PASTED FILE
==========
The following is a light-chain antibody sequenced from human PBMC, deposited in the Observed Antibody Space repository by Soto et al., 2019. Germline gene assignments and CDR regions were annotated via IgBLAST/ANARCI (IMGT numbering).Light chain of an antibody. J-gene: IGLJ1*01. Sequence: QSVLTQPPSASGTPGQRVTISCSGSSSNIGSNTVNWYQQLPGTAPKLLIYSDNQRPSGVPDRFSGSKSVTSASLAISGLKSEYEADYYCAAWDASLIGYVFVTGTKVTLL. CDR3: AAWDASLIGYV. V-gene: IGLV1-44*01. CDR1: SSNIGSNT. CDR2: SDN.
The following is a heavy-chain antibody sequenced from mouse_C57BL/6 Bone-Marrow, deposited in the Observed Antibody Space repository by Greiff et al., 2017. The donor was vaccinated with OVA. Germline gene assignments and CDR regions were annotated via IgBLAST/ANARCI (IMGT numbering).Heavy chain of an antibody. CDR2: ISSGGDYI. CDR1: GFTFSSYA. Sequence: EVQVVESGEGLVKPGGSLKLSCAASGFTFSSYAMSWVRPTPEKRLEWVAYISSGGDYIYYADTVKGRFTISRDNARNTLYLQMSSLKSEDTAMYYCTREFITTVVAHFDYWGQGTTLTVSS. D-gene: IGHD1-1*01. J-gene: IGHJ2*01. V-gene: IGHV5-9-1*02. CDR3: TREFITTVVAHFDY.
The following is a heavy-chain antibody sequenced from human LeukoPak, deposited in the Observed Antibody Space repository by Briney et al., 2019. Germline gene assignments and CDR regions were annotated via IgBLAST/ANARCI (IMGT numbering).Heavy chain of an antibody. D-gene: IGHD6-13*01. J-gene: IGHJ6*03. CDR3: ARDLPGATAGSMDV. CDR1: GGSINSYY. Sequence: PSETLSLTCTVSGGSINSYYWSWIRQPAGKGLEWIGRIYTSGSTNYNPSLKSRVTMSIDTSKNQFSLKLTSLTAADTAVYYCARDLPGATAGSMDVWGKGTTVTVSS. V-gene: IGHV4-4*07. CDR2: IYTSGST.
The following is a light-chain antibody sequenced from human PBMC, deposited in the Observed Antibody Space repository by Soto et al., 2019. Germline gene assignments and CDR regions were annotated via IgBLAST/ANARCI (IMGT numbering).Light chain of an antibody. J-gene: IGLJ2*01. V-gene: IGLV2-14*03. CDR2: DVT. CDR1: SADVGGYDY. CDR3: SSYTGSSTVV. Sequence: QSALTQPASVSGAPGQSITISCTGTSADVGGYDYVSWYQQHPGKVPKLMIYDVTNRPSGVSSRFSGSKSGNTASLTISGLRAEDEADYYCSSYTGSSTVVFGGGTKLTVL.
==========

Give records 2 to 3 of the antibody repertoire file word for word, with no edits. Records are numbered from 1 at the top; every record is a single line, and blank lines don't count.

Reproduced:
The following is a heavy-chain antibody sequenced from mouse_C57BL/6 Bone-Marrow, deposited in the Observed Antibody Space repository by Greiff et al., 2017. The donor was vaccinated with OVA. Germline gene assignments and CDR regions were annotated via IgBLAST/ANARCI (IMGT numbering).Heavy chain of an antibody. CDR2: ISSGGDYI. CDR1: GFTFSSYA. Sequence: EVQVVESGEGLVKPGGSLKLSCAASGFTFSSYAMSWVRPTPEKRLEWVAYISSGGDYIYYADTVKGRFTISRDNARNTLYLQMSSLKSEDTAMYYCTREFITTVVAHFDYWGQGTTLTVSS. D-gene: IGHD1-1*01. J-gene: IGHJ2*01. V-gene: IGHV5-9-1*02. CDR3: TREFITTVVAHFDY.
The following is a heavy-chain antibody sequenced from human LeukoPak, deposited in the Observed Antibody Space repository by Briney et al., 2019. Germline gene assignments and CDR regions were annotated via IgBLAST/ANARCI (IMGT numbering).Heavy chain of an antibody. D-gene: IGHD6-13*01. J-gene: IGHJ6*03. CDR3: ARDLPGATAGSMDV. CDR1: GGSINSYY. Sequence: PSETLSLTCTVSGGSINSYYWSWIRQPAGKGLEWIGRIYTSGSTNYNPSLKSRVTMSIDTSKNQFSLKLTSLTAADTAVYYCARDLPGATAGSMDVWGKGTTVTVSS. V-gene: IGHV4-4*07. CDR2: IYTSGST.